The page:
The El Paso Tribune - El Paso Texas Political Commentary
An Introduction: Oscar Gonzalez for City Representative
February 17, 2005 - Oscar Gonzalez
Dear Neighbor:

I am a native El Pasoan with a Masters Degree in Political Science from UTEP and I currently serve as Lead Facilitator for Grassroots El Paso, a coalition of 27 neighborhood associations. I am the author of the Neighborhood Association Recognition Ordinance, which requires notification to neighborhood leaders from developers or applicants regarding land-use issues such as rezoning. This important ordinance gives all neighborhoods a voice in our city government. These are the key issues I will pursue for the benefit of Central El Paso:

First, Neighborhood Initiatives must be enhanced through the adoption of citizen-driven neighborhood plans and by the protection of the interests of neighborhood associations by the establishment of a Central Neighborhood Council. For the past nine months City Representative Robert Cushing has led a crusade to see that neighborhood plans be restricted to meet the demands of a structured template. He initiated this after learning of the Five Points Neighborhood Plan and its specific goal to see that the Railroad tracks be relocated out of the Five Points neighborhood. This plan had been coordinated through the City’s Planning Department with the participation of the Five Points Development Association and Five Points Neighborhood Association for nearly two years. Cushing, having worked for the railroads, then stormed a Five Points Neighborhood Association meeting in June 2004 and declared the neighborhood plan as unrealistic. The Five Points Neighborhood Association voiced strong opposition to Cushing’s tactics. Cushing responded (along with Representative Cobos) by attempting to decertify the group from the City’s Neighborhoods First Program. In other words, this is not a productive venture but a unilateral blatant attack on neighborhood associations' voice in city government. The City’s Comprehensive 2025 Plan was not drafted through a template structure and the neighborhood plans should likewise not be policed either.

Second, the West-Central area leads the city in blighted and abandoned areas. I would create tax incentives to promote positive development in these areas to attract businesses that might want to invest in the redevelopment of the infrastructure of these vacant spots. For a city to progress it must not ignore it’s central core, and a progressive pull-mechanism needs to be established to excite investors to look at Central El Paso and as an alternative to the now rampant urban sprawl.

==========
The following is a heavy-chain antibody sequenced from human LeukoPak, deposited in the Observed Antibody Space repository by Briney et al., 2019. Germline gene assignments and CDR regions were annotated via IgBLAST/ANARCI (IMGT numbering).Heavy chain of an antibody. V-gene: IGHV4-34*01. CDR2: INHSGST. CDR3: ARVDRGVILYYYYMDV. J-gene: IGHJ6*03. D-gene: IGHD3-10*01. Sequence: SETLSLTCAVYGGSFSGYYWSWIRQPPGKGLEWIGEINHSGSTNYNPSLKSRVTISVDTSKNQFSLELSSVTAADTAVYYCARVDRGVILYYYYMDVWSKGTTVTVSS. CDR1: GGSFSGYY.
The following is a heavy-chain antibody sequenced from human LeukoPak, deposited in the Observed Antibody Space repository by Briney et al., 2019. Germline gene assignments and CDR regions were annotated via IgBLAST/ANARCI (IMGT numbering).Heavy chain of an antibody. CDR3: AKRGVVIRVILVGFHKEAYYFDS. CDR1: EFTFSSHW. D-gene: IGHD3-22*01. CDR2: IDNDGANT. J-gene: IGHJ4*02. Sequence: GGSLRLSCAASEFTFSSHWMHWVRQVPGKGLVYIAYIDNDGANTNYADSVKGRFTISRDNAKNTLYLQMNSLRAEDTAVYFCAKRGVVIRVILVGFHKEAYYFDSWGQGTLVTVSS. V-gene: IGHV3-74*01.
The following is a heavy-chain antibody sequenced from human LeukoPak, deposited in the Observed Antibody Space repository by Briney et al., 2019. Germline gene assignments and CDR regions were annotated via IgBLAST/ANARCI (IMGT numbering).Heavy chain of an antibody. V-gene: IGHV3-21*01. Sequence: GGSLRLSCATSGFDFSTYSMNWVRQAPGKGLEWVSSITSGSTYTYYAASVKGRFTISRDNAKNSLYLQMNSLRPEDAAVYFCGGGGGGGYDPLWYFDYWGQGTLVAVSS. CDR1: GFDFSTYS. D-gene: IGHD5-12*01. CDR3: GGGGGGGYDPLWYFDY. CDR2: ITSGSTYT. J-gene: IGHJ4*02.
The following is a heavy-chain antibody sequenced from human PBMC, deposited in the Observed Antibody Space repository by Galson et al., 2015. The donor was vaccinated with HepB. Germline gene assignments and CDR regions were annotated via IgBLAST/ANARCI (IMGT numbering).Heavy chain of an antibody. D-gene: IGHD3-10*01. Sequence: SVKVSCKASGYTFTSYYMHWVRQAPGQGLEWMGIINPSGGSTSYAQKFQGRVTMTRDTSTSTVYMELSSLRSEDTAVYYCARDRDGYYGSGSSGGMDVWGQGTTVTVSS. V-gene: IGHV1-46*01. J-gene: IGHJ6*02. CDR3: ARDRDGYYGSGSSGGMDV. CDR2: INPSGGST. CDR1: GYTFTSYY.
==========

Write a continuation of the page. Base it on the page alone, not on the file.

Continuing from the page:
Third, the railroads are a wonderful part of the history of El Paso. Yet, back in 1925 George Kessler noted in the City’s Comprehensive Plan that “grade crossings should ultimately be eliminated from all intersections…classification yards and tracks not necessary for local service should be removed from the center of the city” (The 1925 City Plan for El Paso p. 33). Presently only a small percentage of the freight cargo that crosses through our neighborhoods is bound for El Paso. The 1925 Plan also noted under the subchapter Railroad Problems that railroads needed to be removed “from the heart of the city and grade crossings (abolished); at the very least, abating the nuisance of freight train traffic through the business center” (ibid. 13). Especially following the tragedy of September 11, 2001, the issue of security comes to the forefront whether the railroad tracks should continue to cut through our neighborhoods. Critics would say that this endeavor is undoable or unrealistic, but a recent train derailment and ensuing chemical spill in a South Carolina neighborhood resulted in the death of five people. Are we going to wait for a potential tragic accident to make us focus at the problem at hand? Are we going to wait another eighty years to embrace the wisdom that was set in the 1925 Plan for El Paso? Only together as a community can we accomplish this.

Lastly, our beautiful mountains need to be saved from the ongoing destruction from high-profile developers and quarrying activities. Endangered Mt. Franklin land could be acquired through a land swap or eminent domain. Most of the monies garnered from the rape of our ecological system not only leave El Paso, but the United States as well. This land must be converted and preserved as a city or state park.

Some of these issues are very ambitious, but as your City Representative I will work hard to protect the natural integrity of Central El Paso and will take the necessary steps to pursue these goals. For example, by initiating a dialogue with the Railroads several community concerns, such as the volume of the train whistle and the speed of the trains in our neighborhood, could be immediately addressed.

I am the city representative candidate who will put Neighborhood & Community Interests above Special Interests.

Sincerely,
Oscar González

This article is part of the El Paso Tribune's feature allowing all candidates an opportunity to communicate with the constituency directly, in their own words. All candidates are requested and encouraged to submit articles during the election season to be published here. Please submit your articles to: martin@paredes.com. All articles will be published as submitted. Please include pictures with your submission, if possible.

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